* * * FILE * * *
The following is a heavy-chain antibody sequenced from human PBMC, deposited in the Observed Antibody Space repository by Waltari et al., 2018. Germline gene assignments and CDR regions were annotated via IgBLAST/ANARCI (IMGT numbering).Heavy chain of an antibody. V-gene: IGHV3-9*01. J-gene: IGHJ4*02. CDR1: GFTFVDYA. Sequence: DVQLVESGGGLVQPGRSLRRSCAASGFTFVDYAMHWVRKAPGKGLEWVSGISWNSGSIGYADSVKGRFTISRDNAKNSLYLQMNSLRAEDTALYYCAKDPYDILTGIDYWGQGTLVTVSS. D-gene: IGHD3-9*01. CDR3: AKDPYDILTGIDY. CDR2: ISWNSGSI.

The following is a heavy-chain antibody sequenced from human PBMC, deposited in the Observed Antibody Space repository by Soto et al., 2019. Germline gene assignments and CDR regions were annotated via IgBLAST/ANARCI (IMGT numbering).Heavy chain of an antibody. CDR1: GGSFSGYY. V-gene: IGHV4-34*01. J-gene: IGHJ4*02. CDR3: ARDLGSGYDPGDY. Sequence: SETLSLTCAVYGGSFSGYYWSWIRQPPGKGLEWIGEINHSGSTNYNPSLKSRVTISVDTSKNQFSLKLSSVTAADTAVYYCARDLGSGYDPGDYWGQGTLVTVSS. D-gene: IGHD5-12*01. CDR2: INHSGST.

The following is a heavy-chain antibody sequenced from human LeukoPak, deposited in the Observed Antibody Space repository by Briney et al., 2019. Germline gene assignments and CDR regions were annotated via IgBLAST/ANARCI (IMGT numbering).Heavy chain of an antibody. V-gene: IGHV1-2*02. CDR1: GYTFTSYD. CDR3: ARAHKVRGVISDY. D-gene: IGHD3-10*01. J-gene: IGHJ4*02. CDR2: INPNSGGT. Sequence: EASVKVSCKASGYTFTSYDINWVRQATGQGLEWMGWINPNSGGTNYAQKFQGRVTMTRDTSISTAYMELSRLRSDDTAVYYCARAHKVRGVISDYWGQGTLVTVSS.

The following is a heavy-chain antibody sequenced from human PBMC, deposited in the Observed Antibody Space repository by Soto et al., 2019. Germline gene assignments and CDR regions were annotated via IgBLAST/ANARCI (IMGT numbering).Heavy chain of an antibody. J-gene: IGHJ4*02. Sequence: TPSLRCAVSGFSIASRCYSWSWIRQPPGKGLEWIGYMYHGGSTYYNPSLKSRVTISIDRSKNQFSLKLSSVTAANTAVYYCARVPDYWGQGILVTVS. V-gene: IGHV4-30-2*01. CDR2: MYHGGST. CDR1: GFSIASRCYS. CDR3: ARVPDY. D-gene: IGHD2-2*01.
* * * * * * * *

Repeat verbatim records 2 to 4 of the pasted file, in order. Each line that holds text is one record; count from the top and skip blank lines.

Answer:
The following is a heavy-chain antibody sequenced from human PBMC, deposited in the Observed Antibody Space repository by Soto et al., 2019. Germline gene assignments and CDR regions were annotated via IgBLAST/ANARCI (IMGT numbering).Heavy chain of an antibody. CDR1: GGSFSGYY. V-gene: IGHV4-34*01. J-gene: IGHJ4*02. CDR3: ARDLGSGYDPGDY. Sequence: SETLSLTCAVYGGSFSGYYWSWIRQPPGKGLEWIGEINHSGSTNYNPSLKSRVTISVDTSKNQFSLKLSSVTAADTAVYYCARDLGSGYDPGDYWGQGTLVTVSS. D-gene: IGHD5-12*01. CDR2: INHSGST.

The following is a heavy-chain antibody sequenced from human LeukoPak, deposited in the Observed Antibody Space repository by Briney et al., 2019. Germline gene assignments and CDR regions were annotated via IgBLAST/ANARCI (IMGT numbering).Heavy chain of an antibody. V-gene: IGHV1-2*02. CDR1: GYTFTSYD. CDR3: ARAHKVRGVISDY. D-gene: IGHD3-10*01. J-gene: IGHJ4*02. CDR2: INPNSGGT. Sequence: EASVKVSCKASGYTFTSYDINWVRQATGQGLEWMGWINPNSGGTNYAQKFQGRVTMTRDTSISTAYMELSRLRSDDTAVYYCARAHKVRGVISDYWGQGTLVTVSS.

The following is a heavy-chain antibody sequenced from human PBMC, deposited in the Observed Antibody Space repository by Soto et al., 2019. Germline gene assignments and CDR regions were annotated via IgBLAST/ANARCI (IMGT numbering).Heavy chain of an antibody. J-gene: IGHJ4*02. Sequence: TPSLRCAVSGFSIASRCYSWSWIRQPPGKGLEWIGYMYHGGSTYYNPSLKSRVTISIDRSKNQFSLKLSSVTAANTAVYYCARVPDYWGQGILVTVS. V-gene: IGHV4-30-2*01. CDR2: MYHGGST. CDR1: GFSIASRCYS. CDR3: ARVPDY. D-gene: IGHD2-2*01.